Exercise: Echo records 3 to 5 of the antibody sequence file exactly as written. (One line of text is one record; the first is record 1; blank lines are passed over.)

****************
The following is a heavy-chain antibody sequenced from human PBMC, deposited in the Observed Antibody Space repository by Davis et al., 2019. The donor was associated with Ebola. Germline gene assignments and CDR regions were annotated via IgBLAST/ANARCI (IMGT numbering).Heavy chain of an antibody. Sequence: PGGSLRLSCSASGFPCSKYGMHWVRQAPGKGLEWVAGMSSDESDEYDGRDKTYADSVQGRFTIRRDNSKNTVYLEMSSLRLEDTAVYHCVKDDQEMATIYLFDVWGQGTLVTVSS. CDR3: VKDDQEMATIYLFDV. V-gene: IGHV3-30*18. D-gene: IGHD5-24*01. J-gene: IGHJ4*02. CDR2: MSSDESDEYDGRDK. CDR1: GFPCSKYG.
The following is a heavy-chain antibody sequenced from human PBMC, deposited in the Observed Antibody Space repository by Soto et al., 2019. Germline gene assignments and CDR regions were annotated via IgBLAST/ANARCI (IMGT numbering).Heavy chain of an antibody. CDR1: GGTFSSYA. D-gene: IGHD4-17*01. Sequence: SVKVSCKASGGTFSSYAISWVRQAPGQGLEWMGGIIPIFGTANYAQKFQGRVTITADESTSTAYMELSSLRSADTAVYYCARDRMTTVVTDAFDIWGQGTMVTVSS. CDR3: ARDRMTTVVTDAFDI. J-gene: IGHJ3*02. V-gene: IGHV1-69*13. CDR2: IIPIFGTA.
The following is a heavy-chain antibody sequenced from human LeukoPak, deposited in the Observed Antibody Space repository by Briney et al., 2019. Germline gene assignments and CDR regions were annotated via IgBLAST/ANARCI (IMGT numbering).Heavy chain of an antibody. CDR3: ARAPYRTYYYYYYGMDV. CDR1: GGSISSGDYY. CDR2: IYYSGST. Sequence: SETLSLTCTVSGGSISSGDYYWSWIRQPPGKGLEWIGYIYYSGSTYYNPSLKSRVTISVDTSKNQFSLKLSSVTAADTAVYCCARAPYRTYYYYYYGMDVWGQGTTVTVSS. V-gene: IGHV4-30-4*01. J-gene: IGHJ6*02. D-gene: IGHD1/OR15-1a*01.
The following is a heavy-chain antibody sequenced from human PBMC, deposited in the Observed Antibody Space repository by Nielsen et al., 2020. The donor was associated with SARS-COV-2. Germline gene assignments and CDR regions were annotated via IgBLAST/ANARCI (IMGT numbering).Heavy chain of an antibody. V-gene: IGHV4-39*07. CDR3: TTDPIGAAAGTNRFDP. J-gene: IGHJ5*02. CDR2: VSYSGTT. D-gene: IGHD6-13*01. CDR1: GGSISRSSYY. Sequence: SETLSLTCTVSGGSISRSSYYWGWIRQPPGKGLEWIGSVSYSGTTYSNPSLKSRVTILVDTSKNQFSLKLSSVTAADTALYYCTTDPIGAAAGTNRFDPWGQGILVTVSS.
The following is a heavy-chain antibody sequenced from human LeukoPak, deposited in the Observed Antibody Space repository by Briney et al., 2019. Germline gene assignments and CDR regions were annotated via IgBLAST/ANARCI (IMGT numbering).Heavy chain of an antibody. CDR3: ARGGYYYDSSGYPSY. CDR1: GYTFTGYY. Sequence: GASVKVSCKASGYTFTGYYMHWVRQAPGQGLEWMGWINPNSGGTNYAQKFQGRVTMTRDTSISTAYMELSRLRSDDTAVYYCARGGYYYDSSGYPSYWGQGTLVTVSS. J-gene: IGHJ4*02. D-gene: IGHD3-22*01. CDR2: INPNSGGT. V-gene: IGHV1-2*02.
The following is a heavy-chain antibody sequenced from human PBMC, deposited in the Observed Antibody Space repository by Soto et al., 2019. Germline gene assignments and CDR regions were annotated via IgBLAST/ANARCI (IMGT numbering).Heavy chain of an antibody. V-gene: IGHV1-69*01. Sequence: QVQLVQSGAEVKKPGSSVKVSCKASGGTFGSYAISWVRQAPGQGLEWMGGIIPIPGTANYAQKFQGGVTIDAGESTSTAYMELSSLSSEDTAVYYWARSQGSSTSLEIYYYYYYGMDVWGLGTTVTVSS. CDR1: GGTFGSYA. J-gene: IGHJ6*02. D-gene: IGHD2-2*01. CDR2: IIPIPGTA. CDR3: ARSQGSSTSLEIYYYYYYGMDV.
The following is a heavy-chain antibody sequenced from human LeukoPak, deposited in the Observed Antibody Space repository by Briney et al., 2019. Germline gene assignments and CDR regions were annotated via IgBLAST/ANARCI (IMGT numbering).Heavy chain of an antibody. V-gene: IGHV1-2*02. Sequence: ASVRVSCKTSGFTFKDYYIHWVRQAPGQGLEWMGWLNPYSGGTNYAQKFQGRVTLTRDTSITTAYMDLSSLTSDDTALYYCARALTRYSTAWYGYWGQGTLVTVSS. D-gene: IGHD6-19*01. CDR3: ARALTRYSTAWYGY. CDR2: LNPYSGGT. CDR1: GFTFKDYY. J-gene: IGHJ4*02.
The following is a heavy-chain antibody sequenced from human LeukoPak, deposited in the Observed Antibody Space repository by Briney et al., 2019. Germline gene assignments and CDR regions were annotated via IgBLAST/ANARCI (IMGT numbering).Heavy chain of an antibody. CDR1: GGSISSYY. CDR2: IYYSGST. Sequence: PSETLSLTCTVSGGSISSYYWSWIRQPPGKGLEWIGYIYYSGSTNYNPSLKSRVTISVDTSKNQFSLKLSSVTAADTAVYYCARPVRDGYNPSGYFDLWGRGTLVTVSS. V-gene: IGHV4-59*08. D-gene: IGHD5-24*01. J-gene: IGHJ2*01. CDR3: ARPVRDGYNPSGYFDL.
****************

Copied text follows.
The following is a heavy-chain antibody sequenced from human LeukoPak, deposited in the Observed Antibody Space repository by Briney et al., 2019. Germline gene assignments and CDR regions were annotated via IgBLAST/ANARCI (IMGT numbering).Heavy chain of an antibody. CDR3: ARAPYRTYYYYYYGMDV. CDR1: GGSISSGDYY. CDR2: IYYSGST. Sequence: SETLSLTCTVSGGSISSGDYYWSWIRQPPGKGLEWIGYIYYSGSTYYNPSLKSRVTISVDTSKNQFSLKLSSVTAADTAVYCCARAPYRTYYYYYYGMDVWGQGTTVTVSS. V-gene: IGHV4-30-4*01. J-gene: IGHJ6*02. D-gene: IGHD1/OR15-1a*01.
The following is a heavy-chain antibody sequenced from human PBMC, deposited in the Observed Antibody Space repository by Nielsen et al., 2020. The donor was associated with SARS-COV-2. Germline gene assignments and CDR regions were annotated via IgBLAST/ANARCI (IMGT numbering).Heavy chain of an antibody. V-gene: IGHV4-39*07. CDR3: TTDPIGAAAGTNRFDP. J-gene: IGHJ5*02. CDR2: VSYSGTT. D-gene: IGHD6-13*01. CDR1: GGSISRSSYY. Sequence: SETLSLTCTVSGGSISRSSYYWGWIRQPPGKGLEWIGSVSYSGTTYSNPSLKSRVTILVDTSKNQFSLKLSSVTAADTALYYCTTDPIGAAAGTNRFDPWGQGILVTVSS.
The following is a heavy-chain antibody sequenced from human LeukoPak, deposited in the Observed Antibody Space repository by Briney et al., 2019. Germline gene assignments and CDR regions were annotated via IgBLAST/ANARCI (IMGT numbering).Heavy chain of an antibody. CDR3: ARGGYYYDSSGYPSY. CDR1: GYTFTGYY. Sequence: GASVKVSCKASGYTFTGYYMHWVRQAPGQGLEWMGWINPNSGGTNYAQKFQGRVTMTRDTSISTAYMELSRLRSDDTAVYYCARGGYYYDSSGYPSYWGQGTLVTVSS. J-gene: IGHJ4*02. D-gene: IGHD3-22*01. CDR2: INPNSGGT. V-gene: IGHV1-2*02.